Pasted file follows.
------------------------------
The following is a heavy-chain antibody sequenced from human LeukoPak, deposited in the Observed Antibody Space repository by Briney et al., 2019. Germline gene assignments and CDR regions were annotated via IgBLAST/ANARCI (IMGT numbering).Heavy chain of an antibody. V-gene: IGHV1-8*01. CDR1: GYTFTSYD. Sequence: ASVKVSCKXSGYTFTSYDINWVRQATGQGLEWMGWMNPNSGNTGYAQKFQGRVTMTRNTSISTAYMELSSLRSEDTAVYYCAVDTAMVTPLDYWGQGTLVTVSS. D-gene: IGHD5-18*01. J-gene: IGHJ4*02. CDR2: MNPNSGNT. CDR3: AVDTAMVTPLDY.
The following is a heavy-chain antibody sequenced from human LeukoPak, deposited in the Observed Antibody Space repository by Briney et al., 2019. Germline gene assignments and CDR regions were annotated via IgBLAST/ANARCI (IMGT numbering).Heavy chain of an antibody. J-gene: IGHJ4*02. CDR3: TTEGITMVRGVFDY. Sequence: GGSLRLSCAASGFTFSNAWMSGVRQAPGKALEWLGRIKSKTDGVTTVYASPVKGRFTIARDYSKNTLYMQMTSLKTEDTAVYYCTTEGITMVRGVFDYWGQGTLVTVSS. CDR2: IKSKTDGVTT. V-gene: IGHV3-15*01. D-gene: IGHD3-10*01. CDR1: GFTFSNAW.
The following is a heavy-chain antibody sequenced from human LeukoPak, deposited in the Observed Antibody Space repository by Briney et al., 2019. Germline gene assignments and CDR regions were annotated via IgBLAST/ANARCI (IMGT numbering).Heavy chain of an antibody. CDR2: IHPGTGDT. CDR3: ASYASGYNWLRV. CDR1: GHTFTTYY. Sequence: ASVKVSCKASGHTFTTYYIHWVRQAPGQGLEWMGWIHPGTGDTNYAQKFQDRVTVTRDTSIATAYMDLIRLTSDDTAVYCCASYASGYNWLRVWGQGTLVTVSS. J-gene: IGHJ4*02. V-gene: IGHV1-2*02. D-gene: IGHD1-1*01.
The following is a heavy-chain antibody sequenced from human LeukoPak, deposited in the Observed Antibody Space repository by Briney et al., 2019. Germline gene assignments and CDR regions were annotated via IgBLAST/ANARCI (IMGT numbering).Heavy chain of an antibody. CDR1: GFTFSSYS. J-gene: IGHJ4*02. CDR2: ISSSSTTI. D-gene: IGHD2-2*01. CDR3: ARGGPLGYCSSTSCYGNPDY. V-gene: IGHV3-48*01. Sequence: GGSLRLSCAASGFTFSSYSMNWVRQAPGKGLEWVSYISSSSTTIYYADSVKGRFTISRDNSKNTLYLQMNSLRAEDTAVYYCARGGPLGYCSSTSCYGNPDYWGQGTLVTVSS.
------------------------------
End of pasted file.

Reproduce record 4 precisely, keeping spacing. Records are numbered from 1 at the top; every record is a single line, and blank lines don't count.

The following is a heavy-chain antibody sequenced from human LeukoPak, deposited in the Observed Antibody Space repository by Briney et al., 2019. Germline gene assignments and CDR regions were annotated via IgBLAST/ANARCI (IMGT numbering).Heavy chain of an antibody. CDR1: GFTFSSYS. J-gene: IGHJ4*02. CDR2: ISSSSTTI. D-gene: IGHD2-2*01. CDR3: ARGGPLGYCSSTSCYGNPDY. V-gene: IGHV3-48*01. Sequence: GGSLRLSCAASGFTFSSYSMNWVRQAPGKGLEWVSYISSSSTTIYYADSVKGRFTISRDNSKNTLYLQMNSLRAEDTAVYYCARGGPLGYCSSTSCYGNPDYWGQGTLVTVSS.